You might construe that statement as, “They’ve eliminated other vendors.” But it could equally mean the prospect has finished evaluating the competition and now needs to check a final few boxes with you.

Being able to clarify in real-time is crucial.

You can email buyers to:

  • Confirm a meeting agenda
  • Get contact information
  • Red-line the proposal
  • Answer non-critical technical questions
  • Send helpful content

But for deal-advancing dialogue, call, web-conference, or meet in person.

3) Putting Too Much Faith in the Prospect’s Decision Date

Don’t automatically take the first decision date your prospect gives you for granted. Take this fictional conversation, versions of which play out on sales calls all the time:

Rep: “When will you be making a decision by?”

Prospect: “The end of the month.”

Rep: “Why the end of the month?”

Prospect: “That’s when our budget expires.”

Then the salesperson puts the last day of the month as the estimated close date.

The question itself is problematic, since it requires the prospect to predict their future behavior — and that’s nearly impossible for them to do accurately.

In addition, roughly one-third of the time the end of the month falls on a Saturday or Sunday. Customers rarely sign or review proposals on the weekend.

I recommend finding the specific date and verifying it with the prospect. Here’s an example:

Prospect: “We want to make a decision by the end of the month.”

Rep: “Why the end of the month?”

Prospect: “That’s when our budget expires.”

Rep: “I just looked that up on the calendar. It’s a Wednesday. Do you always start new vendor relationships on a Wednesday?”

Prospect: “No. Well, actually we’d probably decide on the Friday before, because that’s when we have our budget meeting.”

Going from a generic “end of month” decision to a real date makes the purchase feel more real for the prospect.

These communication mistakes plague every salesperson. Stop falling prey to them — your pipeline will thank you.

Get more of Jeff’s insights and advice on his blog.  

HubSpot CRM


How to Become an Entrepreneur With No Money or Experience


Being your own boss, calling all the shots, hustling to hit your goals — for many people, entrepreneurship is the ultimate career goal.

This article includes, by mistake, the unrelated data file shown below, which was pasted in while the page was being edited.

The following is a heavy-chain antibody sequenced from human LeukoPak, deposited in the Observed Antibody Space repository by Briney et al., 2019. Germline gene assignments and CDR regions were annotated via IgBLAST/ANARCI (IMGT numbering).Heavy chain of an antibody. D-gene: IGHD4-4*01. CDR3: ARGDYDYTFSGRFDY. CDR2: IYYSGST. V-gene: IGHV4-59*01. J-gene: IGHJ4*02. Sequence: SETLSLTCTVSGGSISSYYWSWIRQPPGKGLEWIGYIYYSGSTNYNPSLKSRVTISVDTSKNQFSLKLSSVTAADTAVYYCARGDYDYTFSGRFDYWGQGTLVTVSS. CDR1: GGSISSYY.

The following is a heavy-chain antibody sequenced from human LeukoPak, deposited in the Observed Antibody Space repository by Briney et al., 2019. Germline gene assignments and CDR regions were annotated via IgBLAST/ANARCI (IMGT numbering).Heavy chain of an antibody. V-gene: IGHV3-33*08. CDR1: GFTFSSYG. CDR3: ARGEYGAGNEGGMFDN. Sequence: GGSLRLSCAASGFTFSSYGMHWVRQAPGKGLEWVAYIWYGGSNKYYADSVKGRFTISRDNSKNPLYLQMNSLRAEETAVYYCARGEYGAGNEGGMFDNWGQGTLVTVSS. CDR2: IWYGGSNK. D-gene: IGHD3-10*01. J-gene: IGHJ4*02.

But as awesome as running your own business sounds, it’s also incredibly difficult.

How difficult? Nine out of 10 startups fail.

Entrepreneurs are also more anxious than other people and experience more day-to-day stress. After all, when you’re responsible for the bottom line, every setback falls on you personally.

Here’s the good news: Starting a company can be one of the most rewarding, exhilarating, and interesting opportunities you’ll ever get. If you’re aware of the risks and you’re still dead-set on being an entrepreneur, use the strategies and advice in this guide.

It includes:

Let’s get started.

How to Get Startup Ideas

You can’t build a business without an idea. Here are some creative techniques for thinking of a product or service.

1) Ask your friends what annoys them

Founders get inspiration from their frustrations all the time. For instance, Travis Kalanick and Garret Camp started Uber after they had trouble getting a cab.

Andrew Kortina and Iqram Magdon-Ismail founded Venmo (acquired by PayPal) after they had trouble paying each other back by check.

Chris Riccobono launched UNTUCKit — a line of shirts that look good untucked — after getting frustrated with how wrinkly and fill-fitting his regular button-down shirts were when he didn’t tuck them in.

With this in mind, ask your friends to keep track of the day-to-day things that annoy them. Then go through their lists and look for problems you might be able to solve.

2) Prepare for the future

As the world changes, people need different products. As an example, the rise of Uber, Lyft, and other ride-sharing apps created a demand for a third-party app that will tell you the cheapest fares at that exact moment.

You want to get ahead of the curve. Read trend predictions for your industry or market, or check out universal trend forecasting publications like Trend Hunter and Springwise. Then ask yourself, “If these predictions come true, which tools will be necessary?”

3) Look online

Checking out what other people have come up with can be a great way to kick your own thought process into gear. Go to Product Hunt, a constantly updated curation of the newest apps, websites, and games, for digital inspiration. Meanwhile, Kickstarter is great for physical products.

There are also a ton of product review sites like might spark your creativity. Try UncrateWerd, and Wirecutter.

4) Make something better (or cheaper)

You don’t always need to develop something brand-new. If you can offer an existing product at a lower price-point, better quality, or ideally, both, you’ll have plenty of customers. Better yet, there’s clearly an existing demand.

As you go about your day, make a list of everything you use. Then review the list for something you could improve.

5) Focus on a growing category

Licensing expert and intellectual property strategist Stephen Key recommends picking a category that fascinates you but isn’t overly competitive.

“I avoid industries that are notoriously challenging, like the toy industry. There are so many people creating in that space,” he explains. “You will have an easier time your licensing your ideas if you focus on categories of products that are growing as well as receptive to open innovation.”